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Cotton Connect’s Alison Ward and Infor’s Kurt Cavano talk with Innovation Forum’s Ian Welsh about how companies can benefit from the latest supply chain mapping innovations. There are many benefits of supplier mapping, but what are the key elements in an efficient mapping process? Ward and Cavano discuss how transparency makes supply chains – particularly in the apparel sector – more personal and helps companies take real ownership of their supply chains. They discuss the models that work and how they can be taken to scale, and the technology that can take things forward. There are lessons that can be applied across different sectors – and some typical characteristics that typify the companies that want to drive change while becoming more efficient and better businesses.

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Michael Smith, analyst with Ecovadis, talks with Innovation Forum’s Ian Welsh about how companies are now beginning to look for modern slavery and labour risks beyond their tier 1 suppliers. They discuss what supply chain mapping actually means in practice, and the systems that companies are developing to uncover where their risks are and how to target resources effectively.

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Georgina Erangey, senior consultant at Sancroft, talks with Ian Welsh, Innovation Forum, about the challenges for companies engaging with the complexities of the UK’s Modern Slavery Act’s requirements. She argues that a whole company approach to disclosure is necessary, and this requires new and innovative solutions. A mindset change is required for companies to address forced labour as a supply chain issue. Companies have to challenge themselves to think not just about where products have come from, but the labour involved as well. The legislation landscape is evolving as companies accept that it simply doesn’t make business sense to profit from exploitation.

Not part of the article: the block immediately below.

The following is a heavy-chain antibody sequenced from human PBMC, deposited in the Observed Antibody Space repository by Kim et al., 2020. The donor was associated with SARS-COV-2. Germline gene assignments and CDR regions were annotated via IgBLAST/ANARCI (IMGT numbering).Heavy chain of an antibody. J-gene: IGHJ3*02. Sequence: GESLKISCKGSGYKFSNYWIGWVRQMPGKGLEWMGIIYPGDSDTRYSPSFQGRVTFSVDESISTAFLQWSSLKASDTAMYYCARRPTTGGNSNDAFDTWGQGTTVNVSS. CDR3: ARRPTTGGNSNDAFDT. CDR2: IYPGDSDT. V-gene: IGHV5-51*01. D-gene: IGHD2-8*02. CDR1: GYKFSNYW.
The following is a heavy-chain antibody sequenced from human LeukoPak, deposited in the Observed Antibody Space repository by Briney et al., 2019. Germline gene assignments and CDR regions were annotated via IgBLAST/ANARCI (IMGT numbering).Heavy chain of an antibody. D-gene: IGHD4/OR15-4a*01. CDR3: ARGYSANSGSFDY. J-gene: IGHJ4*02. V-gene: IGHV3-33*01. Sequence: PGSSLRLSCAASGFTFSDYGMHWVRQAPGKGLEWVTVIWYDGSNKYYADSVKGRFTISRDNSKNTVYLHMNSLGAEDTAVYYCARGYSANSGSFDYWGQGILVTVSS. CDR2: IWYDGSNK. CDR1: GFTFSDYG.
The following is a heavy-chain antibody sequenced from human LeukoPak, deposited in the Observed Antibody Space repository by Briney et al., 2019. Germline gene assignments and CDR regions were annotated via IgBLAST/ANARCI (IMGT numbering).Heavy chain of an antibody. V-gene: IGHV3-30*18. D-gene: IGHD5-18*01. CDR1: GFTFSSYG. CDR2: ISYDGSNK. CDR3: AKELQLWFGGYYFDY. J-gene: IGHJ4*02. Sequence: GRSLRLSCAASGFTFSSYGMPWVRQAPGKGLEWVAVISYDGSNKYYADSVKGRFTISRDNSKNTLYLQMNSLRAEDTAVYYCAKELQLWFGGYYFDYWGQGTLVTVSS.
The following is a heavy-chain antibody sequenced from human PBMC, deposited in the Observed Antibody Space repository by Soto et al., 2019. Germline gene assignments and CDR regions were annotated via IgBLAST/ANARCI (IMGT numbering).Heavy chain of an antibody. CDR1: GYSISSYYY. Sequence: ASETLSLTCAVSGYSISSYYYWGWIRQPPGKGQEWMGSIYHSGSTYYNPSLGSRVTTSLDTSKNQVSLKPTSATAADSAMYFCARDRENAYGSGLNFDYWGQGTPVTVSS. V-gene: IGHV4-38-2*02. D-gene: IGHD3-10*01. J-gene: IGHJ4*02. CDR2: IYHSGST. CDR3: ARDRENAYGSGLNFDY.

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Erin Lyon, director, Elevate, discusses with Innovation Forum's Ian Welsh why understanding a supply chain is the first step in being able to identify migration risks.

Lyon explains where companies can find information that helps them find out where the migration hot spots might be in their supply chains. While supply chains from one business to another are typically very different, industry groups can be helpful in identifying common risks. Companies have to ask where their future labour force is going to come from – only then will risk become more apparent.